In Pennsylvania:

This is a younger, middle-aged neighborhood, so every family has three or four cars. No one uses their garage, so you have cars all over the place, some of them blocking parts of the driveways… Homes don’t have basements, which is why many residents end up using their garages for storage.


My Own Dirty Little Secret

Don’t get me wrong… I’m right there with ya, because I’m a pack-rat of sorts myself! And yes, we often buy more than we really need, as well. So I definitely know about keeping too much “stuff” around for silly reasons.

As one example, I keep every single cardboard box (neatly broken down and stored away in the attic inside our home) just so I have boxes when I need to mail or ship things and so I’ll have all the boxes I need if & when we move again. (Jim and I have moved a lot, so I do this more by habit than anything. Each time, I’ve saved a lot of time & energy though, and the fact of the matter is: those boxes will come in handy again one more time. Then, I’m vowing to throw them out!)

But on the flip side… I also love to “purge” stuff from my home on a regular basis — especially from closets, and junk drawers — and I make frequent trips to the local Goodwill store.

My “give” vs “buy” rates at that store are probably 5 to 1. I only shop for clothes & household stuff a couple of times each year. However, I donate stuff — either there or through Freecycle — quite regularly.

I used to subscribe to the “every time you buy something new, you should give one thing away” theory. But that’s easier said than done…

Check out this incredible list of fun facts and tips for getting the most out of your garage!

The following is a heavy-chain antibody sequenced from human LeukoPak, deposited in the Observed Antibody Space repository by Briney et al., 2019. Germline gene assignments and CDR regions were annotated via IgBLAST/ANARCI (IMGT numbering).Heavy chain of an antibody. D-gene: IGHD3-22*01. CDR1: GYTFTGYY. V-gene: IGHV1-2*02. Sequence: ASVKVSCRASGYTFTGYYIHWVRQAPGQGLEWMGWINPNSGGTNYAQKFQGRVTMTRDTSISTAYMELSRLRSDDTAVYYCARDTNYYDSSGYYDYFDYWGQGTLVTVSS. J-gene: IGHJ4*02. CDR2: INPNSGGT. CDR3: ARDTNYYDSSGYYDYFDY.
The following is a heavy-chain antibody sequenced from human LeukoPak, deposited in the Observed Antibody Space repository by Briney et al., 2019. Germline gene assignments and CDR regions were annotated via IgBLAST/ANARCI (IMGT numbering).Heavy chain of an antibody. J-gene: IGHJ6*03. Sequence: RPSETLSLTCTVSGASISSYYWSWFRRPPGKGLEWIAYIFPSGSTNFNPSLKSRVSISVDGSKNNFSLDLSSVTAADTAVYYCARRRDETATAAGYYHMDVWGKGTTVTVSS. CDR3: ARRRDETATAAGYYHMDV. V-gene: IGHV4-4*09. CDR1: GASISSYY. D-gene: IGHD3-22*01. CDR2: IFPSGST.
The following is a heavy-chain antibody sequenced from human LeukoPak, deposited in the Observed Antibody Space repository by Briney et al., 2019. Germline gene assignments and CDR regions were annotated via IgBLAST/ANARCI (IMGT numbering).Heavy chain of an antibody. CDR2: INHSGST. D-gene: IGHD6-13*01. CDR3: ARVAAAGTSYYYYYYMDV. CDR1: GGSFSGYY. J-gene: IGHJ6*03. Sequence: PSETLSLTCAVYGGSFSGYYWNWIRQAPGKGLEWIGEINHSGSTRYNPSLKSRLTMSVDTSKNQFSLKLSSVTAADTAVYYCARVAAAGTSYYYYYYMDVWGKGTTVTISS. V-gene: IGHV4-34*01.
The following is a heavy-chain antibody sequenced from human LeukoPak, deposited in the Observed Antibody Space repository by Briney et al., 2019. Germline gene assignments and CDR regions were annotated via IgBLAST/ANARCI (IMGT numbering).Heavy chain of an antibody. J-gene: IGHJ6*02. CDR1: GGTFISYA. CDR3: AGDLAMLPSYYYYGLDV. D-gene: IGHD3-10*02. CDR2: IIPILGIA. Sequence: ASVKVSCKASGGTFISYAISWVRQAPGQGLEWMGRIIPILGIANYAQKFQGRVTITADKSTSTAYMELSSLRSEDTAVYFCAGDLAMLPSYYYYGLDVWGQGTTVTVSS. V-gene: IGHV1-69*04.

5 thoughts on “Garages Aren’t For Cars Anymore”

  1. Poem Garages are Gifts

    Stuff sits, cars cruise
    Garages are bays
    And bands play
    The metal doors lift
    To see our gifts
    That is the purpose of a garage
    To hold anything in our barrage!

  2. Oh yes you must park your car in the garage — right? You drive 50 miles a day to commute, you park in the lot next to the office (open air) but for some reason you just MUST park your car in an enclosed dwelling so it can sleep at night.

    Do you like rust? Yes this is a discussion that came up on a Jaguar forum. But when you park over that car overnight inside of an enclosure guess what — rust never sleeps. Unless you have a well heated, totally dry garage, the garage is a little incubator, it is cold and damp. Sometimes a garage may be colder and damper than the outside air.

    When we lived in San Jose our garage was so small that it was almost impossible to fit a car, so we didn’t. Before owning a house we had to —- dare I even say it……we had to park on the street. Plus sometimes it was a block from the apartment. Brrrrr how did we survive??? 🙂

    Ninety percent of the people I know that have a garage have an extra refrigerator in the garage, the garage is used more often as the room to do things (such a spray painting an item) that you wouldn’t do inside the home. Of those 90% the people who do use their garage can only fit one car in the two car garage.

  3. I’ve been asking this question, which is how I ended up on this page. One person told me that the traffic is so intense on her street, she doesn’t feel safe backing out of her driveway, and therefore has to park on the street.

    • Good point. My neighbor has the same concern about backing out of the driveway. He finds it easier to back INTO the driveway each time instead — because it’s a little easier, even with heavy traffic, when you’re already on the road.